What went wrong: Assessing Obama’s legacy

What went wrong: Assessing Obama’s legacy

Any summing-up of the Obama presidency is sure to find a major obstacle in the elusiveness of the man. He has spoken more words, perhaps, than any other president; but to an unusual extent, his words and actions float free of each other. He talks with unnerving ease on both sides of an issue: about the desirability, for example, of continuing large-scale investment in fossil fuels. Anyone who voted twice for Obama and was baffled twice by what followed — there must be millions of us — will feel that this president deserves a kind of criticism he has seldom received. Yet we are held back by an admonitory intuition. His predecessor was worse, and his successor most likely will also be worse.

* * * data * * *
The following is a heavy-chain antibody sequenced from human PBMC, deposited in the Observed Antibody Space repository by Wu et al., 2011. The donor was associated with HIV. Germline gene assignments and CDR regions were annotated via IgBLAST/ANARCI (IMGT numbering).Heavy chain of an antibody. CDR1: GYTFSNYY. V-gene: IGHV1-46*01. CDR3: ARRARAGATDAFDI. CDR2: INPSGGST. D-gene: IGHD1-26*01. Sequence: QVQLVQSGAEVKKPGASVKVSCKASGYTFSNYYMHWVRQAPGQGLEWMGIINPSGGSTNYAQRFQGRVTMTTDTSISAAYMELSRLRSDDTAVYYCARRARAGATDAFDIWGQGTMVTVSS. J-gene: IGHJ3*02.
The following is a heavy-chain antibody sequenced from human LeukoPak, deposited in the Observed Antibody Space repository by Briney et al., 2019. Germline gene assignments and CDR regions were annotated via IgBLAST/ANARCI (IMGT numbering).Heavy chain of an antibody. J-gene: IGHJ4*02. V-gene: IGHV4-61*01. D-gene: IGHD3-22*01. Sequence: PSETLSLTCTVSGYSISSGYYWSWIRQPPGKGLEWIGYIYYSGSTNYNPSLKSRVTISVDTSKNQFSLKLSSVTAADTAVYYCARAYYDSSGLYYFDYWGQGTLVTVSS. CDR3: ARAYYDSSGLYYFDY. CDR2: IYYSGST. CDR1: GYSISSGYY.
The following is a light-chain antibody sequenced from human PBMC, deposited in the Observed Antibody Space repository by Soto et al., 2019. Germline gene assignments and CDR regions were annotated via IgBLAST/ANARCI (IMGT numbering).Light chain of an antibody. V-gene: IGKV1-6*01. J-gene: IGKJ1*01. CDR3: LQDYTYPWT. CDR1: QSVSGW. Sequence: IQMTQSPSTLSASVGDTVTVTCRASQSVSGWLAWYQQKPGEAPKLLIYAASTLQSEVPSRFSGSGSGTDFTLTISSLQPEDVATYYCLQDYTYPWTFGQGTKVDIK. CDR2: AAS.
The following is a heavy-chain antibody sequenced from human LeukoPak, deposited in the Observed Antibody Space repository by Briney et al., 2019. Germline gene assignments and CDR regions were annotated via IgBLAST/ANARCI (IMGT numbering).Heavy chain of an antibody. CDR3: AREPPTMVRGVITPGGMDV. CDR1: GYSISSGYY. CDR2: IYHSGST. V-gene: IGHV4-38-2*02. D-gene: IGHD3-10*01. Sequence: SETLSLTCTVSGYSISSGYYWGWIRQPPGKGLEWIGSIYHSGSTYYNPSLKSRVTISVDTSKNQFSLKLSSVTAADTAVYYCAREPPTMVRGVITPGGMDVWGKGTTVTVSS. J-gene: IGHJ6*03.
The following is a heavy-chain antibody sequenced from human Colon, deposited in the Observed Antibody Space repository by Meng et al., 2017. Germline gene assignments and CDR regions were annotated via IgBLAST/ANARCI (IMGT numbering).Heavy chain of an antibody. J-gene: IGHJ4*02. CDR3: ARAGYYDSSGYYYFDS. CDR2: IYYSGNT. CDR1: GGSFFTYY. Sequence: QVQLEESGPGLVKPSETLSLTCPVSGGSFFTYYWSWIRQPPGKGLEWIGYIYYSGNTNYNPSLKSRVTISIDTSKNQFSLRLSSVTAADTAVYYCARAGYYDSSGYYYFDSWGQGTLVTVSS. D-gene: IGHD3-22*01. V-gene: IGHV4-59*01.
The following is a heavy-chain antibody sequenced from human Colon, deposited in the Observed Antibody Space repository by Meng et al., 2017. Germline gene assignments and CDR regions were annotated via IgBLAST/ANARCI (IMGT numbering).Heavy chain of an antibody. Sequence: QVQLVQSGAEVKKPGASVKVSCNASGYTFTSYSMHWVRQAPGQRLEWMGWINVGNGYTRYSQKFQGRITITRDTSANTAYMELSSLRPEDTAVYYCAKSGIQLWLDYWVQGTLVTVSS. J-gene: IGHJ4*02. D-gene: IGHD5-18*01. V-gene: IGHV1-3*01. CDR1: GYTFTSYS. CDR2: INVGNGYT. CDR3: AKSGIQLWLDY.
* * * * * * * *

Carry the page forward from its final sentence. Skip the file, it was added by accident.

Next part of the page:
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During Obama’s first year in office, the string of departures from his own stated policy showed the want of connection between his promises and his preparation to lead. The weakness was built-in to the rapid rise that carried him from his late twenties through his early forties. His appreciative, dazzled, and grateful mentors always took the word for the deed. They made the allowance because he cut a brilliant figure. Obama’s ascent was achieved too easily to be answerable for the requirement of performing much.

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